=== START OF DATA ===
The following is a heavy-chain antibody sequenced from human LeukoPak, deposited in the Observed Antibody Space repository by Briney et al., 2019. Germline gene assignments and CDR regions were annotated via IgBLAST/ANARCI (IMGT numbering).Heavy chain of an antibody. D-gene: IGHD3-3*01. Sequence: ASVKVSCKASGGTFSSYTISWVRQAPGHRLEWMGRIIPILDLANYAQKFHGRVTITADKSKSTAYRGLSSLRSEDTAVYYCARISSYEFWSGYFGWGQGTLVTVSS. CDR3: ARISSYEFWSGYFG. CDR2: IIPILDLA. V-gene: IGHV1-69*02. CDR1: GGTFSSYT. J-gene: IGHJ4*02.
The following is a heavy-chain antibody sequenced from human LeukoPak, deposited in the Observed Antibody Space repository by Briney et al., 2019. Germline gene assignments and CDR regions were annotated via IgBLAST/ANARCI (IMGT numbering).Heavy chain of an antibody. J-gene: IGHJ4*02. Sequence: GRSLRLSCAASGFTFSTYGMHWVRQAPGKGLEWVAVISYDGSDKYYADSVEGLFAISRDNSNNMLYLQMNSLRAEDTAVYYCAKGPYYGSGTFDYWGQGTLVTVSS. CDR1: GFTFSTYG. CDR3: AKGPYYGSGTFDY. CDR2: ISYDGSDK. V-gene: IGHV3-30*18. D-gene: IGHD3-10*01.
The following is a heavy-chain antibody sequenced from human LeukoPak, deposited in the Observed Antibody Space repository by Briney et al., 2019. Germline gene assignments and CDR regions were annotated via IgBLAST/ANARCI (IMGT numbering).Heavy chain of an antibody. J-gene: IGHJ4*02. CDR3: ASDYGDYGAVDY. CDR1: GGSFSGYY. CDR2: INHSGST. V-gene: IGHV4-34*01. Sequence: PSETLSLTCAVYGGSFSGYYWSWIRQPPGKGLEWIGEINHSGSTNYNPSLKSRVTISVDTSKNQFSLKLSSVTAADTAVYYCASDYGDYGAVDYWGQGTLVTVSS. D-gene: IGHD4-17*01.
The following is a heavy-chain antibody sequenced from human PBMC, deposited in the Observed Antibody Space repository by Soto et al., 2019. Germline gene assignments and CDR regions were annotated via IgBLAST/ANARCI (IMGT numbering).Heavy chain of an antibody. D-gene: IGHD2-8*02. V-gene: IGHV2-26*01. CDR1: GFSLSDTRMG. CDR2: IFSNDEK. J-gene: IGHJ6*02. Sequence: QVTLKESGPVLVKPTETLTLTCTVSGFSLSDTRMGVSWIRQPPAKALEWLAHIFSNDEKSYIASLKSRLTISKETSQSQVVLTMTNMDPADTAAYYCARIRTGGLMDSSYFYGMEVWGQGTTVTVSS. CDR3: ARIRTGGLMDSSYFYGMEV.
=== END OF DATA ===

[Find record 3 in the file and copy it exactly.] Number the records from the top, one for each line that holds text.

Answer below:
The following is a heavy-chain antibody sequenced from human LeukoPak, deposited in the Observed Antibody Space repository by Briney et al., 2019. Germline gene assignments and CDR regions were annotated via IgBLAST/ANARCI (IMGT numbering).Heavy chain of an antibody. J-gene: IGHJ4*02. CDR3: ASDYGDYGAVDY. CDR1: GGSFSGYY. CDR2: INHSGST. V-gene: IGHV4-34*01. Sequence: PSETLSLTCAVYGGSFSGYYWSWIRQPPGKGLEWIGEINHSGSTNYNPSLKSRVTISVDTSKNQFSLKLSSVTAADTAVYYCASDYGDYGAVDYWGQGTLVTVSS. D-gene: IGHD4-17*01.